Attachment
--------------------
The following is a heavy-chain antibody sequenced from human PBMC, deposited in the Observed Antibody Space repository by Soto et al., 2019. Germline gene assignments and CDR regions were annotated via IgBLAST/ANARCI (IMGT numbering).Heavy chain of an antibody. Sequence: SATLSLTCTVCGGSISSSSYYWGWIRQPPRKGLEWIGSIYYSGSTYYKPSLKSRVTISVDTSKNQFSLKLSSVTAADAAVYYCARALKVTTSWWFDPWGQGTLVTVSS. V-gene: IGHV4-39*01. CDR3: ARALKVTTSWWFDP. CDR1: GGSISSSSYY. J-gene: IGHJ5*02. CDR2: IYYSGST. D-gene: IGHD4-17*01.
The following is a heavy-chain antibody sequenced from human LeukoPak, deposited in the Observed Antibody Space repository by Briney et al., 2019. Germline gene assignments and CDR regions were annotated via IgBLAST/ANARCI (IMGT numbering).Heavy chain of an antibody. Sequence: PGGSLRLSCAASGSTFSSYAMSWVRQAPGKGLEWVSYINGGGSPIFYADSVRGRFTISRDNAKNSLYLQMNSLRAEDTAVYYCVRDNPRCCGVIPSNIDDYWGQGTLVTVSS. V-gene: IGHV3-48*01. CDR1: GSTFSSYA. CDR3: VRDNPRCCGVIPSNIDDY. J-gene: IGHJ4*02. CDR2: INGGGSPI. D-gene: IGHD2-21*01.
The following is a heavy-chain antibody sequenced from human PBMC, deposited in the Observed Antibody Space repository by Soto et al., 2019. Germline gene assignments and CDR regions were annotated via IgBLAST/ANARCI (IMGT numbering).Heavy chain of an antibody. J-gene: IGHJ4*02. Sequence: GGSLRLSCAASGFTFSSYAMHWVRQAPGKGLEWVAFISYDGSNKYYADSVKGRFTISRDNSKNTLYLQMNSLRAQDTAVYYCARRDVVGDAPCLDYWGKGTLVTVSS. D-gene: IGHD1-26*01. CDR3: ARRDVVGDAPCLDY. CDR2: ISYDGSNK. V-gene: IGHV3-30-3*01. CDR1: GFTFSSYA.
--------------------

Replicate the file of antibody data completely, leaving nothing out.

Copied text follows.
The following is a heavy-chain antibody sequenced from human PBMC, deposited in the Observed Antibody Space repository by Soto et al., 2019. Germline gene assignments and CDR regions were annotated via IgBLAST/ANARCI (IMGT numbering).Heavy chain of an antibody. Sequence: SATLSLTCTVCGGSISSSSYYWGWIRQPPRKGLEWIGSIYYSGSTYYKPSLKSRVTISVDTSKNQFSLKLSSVTAADAAVYYCARALKVTTSWWFDPWGQGTLVTVSS. V-gene: IGHV4-39*01. CDR3: ARALKVTTSWWFDP. CDR1: GGSISSSSYY. J-gene: IGHJ5*02. CDR2: IYYSGST. D-gene: IGHD4-17*01.
The following is a heavy-chain antibody sequenced from human LeukoPak, deposited in the Observed Antibody Space repository by Briney et al., 2019. Germline gene assignments and CDR regions were annotated via IgBLAST/ANARCI (IMGT numbering).Heavy chain of an antibody. Sequence: PGGSLRLSCAASGSTFSSYAMSWVRQAPGKGLEWVSYINGGGSPIFYADSVRGRFTISRDNAKNSLYLQMNSLRAEDTAVYYCVRDNPRCCGVIPSNIDDYWGQGTLVTVSS. V-gene: IGHV3-48*01. CDR1: GSTFSSYA. CDR3: VRDNPRCCGVIPSNIDDY. J-gene: IGHJ4*02. CDR2: INGGGSPI. D-gene: IGHD2-21*01.
The following is a heavy-chain antibody sequenced from human PBMC, deposited in the Observed Antibody Space repository by Soto et al., 2019. Germline gene assignments and CDR regions were annotated via IgBLAST/ANARCI (IMGT numbering).Heavy chain of an antibody. J-gene: IGHJ4*02. Sequence: GGSLRLSCAASGFTFSSYAMHWVRQAPGKGLEWVAFISYDGSNKYYADSVKGRFTISRDNSKNTLYLQMNSLRAQDTAVYYCARRDVVGDAPCLDYWGKGTLVTVSS. D-gene: IGHD1-26*01. CDR3: ARRDVVGDAPCLDY. CDR2: ISYDGSNK. V-gene: IGHV3-30-3*01. CDR1: GFTFSSYA.